“I just wanted her to worry less.”
“Maybe she’s right to worry about you.”
Ouch. “I’m not crazy, you know.”
He folded his arms across his chest and looked down at her. “You made up an imaginary boyfriend.”
“You’re not imaginary. Just uninformed.”
He didn’t even crack a smile. “What do you want from me?”
And here came the crazy part—the more crazy part, anyway. “Gram’s coming home. She wants to check on the house and…she wants to meet you.”
As she spoke, Emma made sure none of her body parts were breaking the plane of the doorway, just in case he slammed the door in her face. It was something she might do, if some strange guy showed up on her doorstep and told her they were in a deep, meaningful relationship.
“So…what? You want me to have dinner with you guys? Pretend I’m your fiancé for a few hours?”
“She’ll be here a month.”
He laughed at her then. A deep, infectious laugh that made her want to join in even though he was laughing at her. Not that she could blame him. Even her best friend had laughed, although that might have been because Lisa thought she was joking. And she had been at the time. But as Gram’s arrival grew closer and she still couldn’t work up the nerve to tell her she didn’t really have a fiancé, the idea didn’t seem as funny.
Sean obviously disagreed, since he laughed long enough so she shifted her weight from one foot to the other before clearing his throat. “Since I know you didn’t come here thinking I’d move in with you and pretend to be your fiancé for a month, what is it you want?”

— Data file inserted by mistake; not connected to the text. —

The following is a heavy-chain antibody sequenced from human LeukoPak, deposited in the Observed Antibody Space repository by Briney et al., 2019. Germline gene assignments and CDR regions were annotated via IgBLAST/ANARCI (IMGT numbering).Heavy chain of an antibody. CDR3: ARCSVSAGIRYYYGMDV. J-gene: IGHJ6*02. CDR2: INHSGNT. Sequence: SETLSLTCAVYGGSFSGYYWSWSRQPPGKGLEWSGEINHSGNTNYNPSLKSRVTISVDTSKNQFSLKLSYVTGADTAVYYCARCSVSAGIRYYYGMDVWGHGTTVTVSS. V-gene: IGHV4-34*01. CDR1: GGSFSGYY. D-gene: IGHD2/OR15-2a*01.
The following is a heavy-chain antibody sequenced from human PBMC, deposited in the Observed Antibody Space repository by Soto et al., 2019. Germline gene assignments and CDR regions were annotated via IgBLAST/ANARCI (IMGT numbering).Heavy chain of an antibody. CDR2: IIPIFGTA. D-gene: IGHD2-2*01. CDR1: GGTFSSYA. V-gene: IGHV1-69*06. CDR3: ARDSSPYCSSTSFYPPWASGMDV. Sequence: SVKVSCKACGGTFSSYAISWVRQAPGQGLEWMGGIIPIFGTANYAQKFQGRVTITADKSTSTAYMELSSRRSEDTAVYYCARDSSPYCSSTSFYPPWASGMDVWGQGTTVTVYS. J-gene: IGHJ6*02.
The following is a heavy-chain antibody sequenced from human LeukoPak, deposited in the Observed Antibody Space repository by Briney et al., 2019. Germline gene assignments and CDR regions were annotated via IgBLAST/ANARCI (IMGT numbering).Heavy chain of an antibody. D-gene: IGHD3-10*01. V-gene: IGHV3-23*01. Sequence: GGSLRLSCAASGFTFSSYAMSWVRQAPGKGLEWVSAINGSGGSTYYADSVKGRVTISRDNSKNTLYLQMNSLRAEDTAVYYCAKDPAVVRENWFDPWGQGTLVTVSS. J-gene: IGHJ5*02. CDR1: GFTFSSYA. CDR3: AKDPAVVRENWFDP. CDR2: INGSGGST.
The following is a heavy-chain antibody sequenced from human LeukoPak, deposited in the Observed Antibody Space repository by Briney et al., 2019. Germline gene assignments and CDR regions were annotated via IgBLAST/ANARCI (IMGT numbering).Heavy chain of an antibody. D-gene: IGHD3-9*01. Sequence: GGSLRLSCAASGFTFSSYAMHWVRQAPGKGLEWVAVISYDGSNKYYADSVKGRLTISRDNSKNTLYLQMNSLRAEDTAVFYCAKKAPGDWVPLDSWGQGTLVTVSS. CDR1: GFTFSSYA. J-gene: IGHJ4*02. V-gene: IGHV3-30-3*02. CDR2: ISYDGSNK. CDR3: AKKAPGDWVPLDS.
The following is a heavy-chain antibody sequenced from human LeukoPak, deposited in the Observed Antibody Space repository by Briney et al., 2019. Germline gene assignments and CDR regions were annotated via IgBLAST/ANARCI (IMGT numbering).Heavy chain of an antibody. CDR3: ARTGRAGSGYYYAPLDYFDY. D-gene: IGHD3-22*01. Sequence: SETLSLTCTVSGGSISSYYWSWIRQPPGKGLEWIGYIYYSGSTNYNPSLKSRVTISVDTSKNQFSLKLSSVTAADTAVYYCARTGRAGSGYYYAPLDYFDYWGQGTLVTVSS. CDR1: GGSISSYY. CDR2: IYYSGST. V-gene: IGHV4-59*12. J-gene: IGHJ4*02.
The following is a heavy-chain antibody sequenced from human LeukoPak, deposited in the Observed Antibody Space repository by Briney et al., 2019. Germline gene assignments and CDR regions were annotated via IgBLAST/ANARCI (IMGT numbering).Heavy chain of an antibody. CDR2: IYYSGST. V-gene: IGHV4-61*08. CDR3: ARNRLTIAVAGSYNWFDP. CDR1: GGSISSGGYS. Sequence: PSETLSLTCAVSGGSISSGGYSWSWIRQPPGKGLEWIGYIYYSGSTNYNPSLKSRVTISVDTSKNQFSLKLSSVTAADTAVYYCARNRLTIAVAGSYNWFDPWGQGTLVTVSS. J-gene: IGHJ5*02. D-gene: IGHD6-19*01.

“Actually, I did come here to ask you if you’d move in with me and pretend to be my fiancé for a month.” And no, it didn’t sound a whole lot more sane than when she’d practiced saying it in the mirror.
“Why would I do that?”
Good question. “Because you’re not really doing anything else. I’d pay you. And you’re a nice guy?”
“Lady, you don’t know anything about me.”
“I know you just got out of the army, so you don’t have a permanent home. I know you don’t have a job yet. And I know you’re a really good guy.”
“I know somebody in my family has a big mouth.”
“Lisa’s proud of you. She talks about you a lot.”
He sighed and ran a hand over his hair. “Look, I’m not an actor for hire. I think, if you’re not willing to tell her the truth, you should just tell your grandmother you broke up with your…me.”
She wanted to argue with him—to make him understand she just wanted her grandmother to be happy—but it had been such a long shot anyway, she didn’t have the heart to keep at it.
“Well,” she said in a voice that only trembled a little, “thanks for your time. And welcome home, too.”
“Thanks. Take care of yourself.”
Even after he’d disappeared back into the apartment and closed the door, Emma managed not to cry. It wasn’t the end of the world. She’d have to tell Gram they’d broken up and that would be the end of it.